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Expert-verified Found in: Page 361 ### A First Course in Probability

Book edition 9th
Author(s) Sheldon M. Ross
Pages 432 pages
ISBN 9780321794772 # Prove that $E\left[g\left(X\right)Y\mid X\right]=g\left(X\right)E\left[Y\mid X\right]$.

We prove that, $E\left[g\left(X\right)Y\mid X\right]=g\left(X\right)E\left[Y\mid X\right]$

See the step by step solution

## Step 1: Given information

Given in the question that, we have to prove that $E\left[g\left(X\right)Y\mid X\right]=g\left(X\right)E\left[Y\mid X\right]$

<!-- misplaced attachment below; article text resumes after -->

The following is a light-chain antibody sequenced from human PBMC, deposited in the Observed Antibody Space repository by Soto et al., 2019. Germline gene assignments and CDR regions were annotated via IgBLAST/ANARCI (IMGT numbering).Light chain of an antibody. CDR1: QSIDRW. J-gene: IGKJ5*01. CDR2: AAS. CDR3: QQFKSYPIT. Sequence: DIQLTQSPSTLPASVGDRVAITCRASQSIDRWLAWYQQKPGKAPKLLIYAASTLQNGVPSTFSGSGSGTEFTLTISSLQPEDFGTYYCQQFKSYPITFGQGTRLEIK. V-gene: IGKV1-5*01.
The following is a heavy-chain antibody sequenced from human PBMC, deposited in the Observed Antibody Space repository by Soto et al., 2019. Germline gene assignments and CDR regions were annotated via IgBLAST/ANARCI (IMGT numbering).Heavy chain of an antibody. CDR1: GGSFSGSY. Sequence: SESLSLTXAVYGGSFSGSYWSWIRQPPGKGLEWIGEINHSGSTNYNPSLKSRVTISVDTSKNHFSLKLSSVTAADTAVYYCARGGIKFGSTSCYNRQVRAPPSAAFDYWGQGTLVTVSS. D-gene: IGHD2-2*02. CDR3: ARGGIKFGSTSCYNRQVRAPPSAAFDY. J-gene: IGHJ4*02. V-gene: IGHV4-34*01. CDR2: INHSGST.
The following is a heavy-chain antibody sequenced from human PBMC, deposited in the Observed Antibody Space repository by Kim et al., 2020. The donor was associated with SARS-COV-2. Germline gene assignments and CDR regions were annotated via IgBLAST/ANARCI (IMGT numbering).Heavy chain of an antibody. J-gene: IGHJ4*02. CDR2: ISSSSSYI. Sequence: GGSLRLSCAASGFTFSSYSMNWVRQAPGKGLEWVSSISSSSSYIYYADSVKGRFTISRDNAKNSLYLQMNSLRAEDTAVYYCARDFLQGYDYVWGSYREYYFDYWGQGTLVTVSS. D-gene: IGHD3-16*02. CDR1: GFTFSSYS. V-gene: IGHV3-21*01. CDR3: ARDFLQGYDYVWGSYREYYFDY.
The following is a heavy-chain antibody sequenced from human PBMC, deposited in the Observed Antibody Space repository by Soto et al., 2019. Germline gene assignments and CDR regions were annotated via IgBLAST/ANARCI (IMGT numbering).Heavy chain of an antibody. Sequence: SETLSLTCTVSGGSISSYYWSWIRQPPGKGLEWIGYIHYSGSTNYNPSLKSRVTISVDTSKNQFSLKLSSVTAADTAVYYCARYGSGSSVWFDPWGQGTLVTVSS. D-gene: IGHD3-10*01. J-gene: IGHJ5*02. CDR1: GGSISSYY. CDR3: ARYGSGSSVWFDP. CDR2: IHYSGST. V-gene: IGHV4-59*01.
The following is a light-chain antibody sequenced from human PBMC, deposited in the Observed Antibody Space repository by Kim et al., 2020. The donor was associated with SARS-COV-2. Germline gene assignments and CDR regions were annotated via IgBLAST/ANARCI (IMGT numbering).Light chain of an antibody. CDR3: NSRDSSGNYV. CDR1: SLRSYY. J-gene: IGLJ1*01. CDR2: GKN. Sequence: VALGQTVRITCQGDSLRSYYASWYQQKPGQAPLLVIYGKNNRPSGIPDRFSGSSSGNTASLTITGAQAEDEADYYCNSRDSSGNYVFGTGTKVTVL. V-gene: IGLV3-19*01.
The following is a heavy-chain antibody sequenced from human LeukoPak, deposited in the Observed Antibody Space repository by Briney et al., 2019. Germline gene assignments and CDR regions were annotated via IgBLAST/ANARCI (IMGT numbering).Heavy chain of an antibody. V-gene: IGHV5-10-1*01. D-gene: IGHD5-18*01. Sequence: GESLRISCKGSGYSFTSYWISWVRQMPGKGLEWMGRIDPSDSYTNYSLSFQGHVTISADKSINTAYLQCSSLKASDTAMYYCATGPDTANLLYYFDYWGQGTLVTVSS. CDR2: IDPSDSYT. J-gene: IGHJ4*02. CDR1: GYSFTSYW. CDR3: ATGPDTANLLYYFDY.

## Step 2: Explanation

Because of the clarity, suppose that $X$ and $Y$ are continuous random variables with its density functions. Take any $x\in$ $supp{f}_{X}$. We have that

$E\left(g\left(X\right)Y\mid X=x\right)={\iint }_{{\mathrm{ℝ}}^{2}} g\left(x\right)y{f}_{\left(X,Y\right)\mid X=x}\left(x,y\right)dxdy$

But, we have that

${f}_{\left(X,Y\right)\mid X=x}\left(x,y\right)dxdy={f}_{Y\mid X}\left(y\mid x\right)dy$

So the integral becomes

${\int }_{\mathrm{ℝ}} g\left(x\right)y{f}_{Y\mid X}\left(y\mid x\right)dy$

Which is equal to

$g\left(X\right)E\left(Y\mid X=x\right)$

Since the relation hold for every $x\in suppf$, we end up with

$E\left(g\left(X\right)Y\mid X\right)=g\left(X\right)E\left(Y\mid X\right)$

We prove that, $E\left[g\left(X\right)Y\mid X\right]=g\left(X\right)E\left[Y\mid X\right]$ ### Want to see more solutions like these?